All of us collectors cringe at the word crusher. With the past 7 years of high iron scrap prices the old cars, tractors, and trucks have fallen to the crusher. This has greatly affected the number of original vehicles available for projects and parts. So has anything changed recently? Yes, in 2015 iron prices were steady throughout winter and drastically dropped after spring. In fact, they have fallen 11.3% in the past month. For Crushers and salvage yards, they have seen the market drop steadily from $225.00/ton to last week a low that hasn’t been seen in many years of $40.00/ton for crushed car bodies. I was talking with my Dad, Art Nordstrom-Nordstrom’s Auto recyclers, and he stated that he heard they could drop another $20-$30/ton and some processors were not even taking car bodies at this time.
That’s great for the collectors, yet in a car’s circle of life, there still is a place for crushers. This is of course after the collectors have had their chance to get the bodies and parts they need. But for “Late Model” salvage yards, this is bad news. There is a greater significance to this progression when iron prices increase. This can be an indication of the world economy as it relates to the iron market. Manufacturing drives the need for processed steel. Prior to the recession, we had seen a strong demand for iron from China and other industrial developing countries as well as the United States. There was a virtual crushing bonanza going on and nothing was out of bounds. Old John Deeres, vintage cars, old refrigerators, nothing was safe when the prices were high.
Then the 2008 recession hit and things came to a screeching halt. The global financial crisis all but halted construction, exports, and car making; industry slowed to a stand still. The fallout affected the “top" all the way down to you and me. I had an auction in Indiana in 2009, and I remember driving through Kokomo and seeing rows and rows of neighborhoods with empty “middle range” houses. Where did all those people go? A community that provided many jobs in supplying products for car makers vanished. Car sales slowed, the real estate market toppled, banks were heavy with toxic assets, people no longer were spending, and many lost their homes.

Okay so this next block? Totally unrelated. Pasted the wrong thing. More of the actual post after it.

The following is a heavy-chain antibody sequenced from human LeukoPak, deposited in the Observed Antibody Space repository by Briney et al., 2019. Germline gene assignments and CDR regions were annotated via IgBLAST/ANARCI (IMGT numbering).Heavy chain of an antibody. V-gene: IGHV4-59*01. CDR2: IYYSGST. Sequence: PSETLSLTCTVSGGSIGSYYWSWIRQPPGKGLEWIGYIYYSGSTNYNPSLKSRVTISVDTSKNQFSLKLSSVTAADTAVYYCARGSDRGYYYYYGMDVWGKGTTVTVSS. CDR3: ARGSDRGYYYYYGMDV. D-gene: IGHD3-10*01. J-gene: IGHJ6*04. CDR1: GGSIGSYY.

Changes in tariffs and tax laws made matters worse, and a weakening worldwide economy lessened the demand for crushed cars. Iron prices finally started coming back with the strengthening of industry and the economy. People had more confidence and were buying cars and building again. As the demand for iron increased so did the need for crushed cars. So what is behind the recent decline in iron prices?
Countries that previously bought iron from us are not as economically strong today as before the recession and cannot produce as many goods. Therefore the demand is lower. War and unrest can also affect demand. The recession is still raging in many areas of the world affecting all U.S. markets, including iron and steel. This indicator of world markets can have long-term effects on various industries. For instance, the Ag industry relies heavily on iron and steel. With grain prices down, farmers are not buying new machinery as they did in the past. This in turn helps the used machinery market. In my family I know when iron prices are low. We maybe don’t buy newer car haulers or take on building projects because in the salvage industry much of what they do is reliant on the price of crushed car bodies.
If iron and steel are that cheap, I think there would be a building boom, cheaper production costs for cars and construction, and a cost reduction for consumers of anything steel. I guess we will have to see how this all plays out.
But in the mean time, Car guys can celebrate a window of opportunity and grant a pardon to the old girls. I know that I’ll still be working hard to save the old stuff and automotive history.
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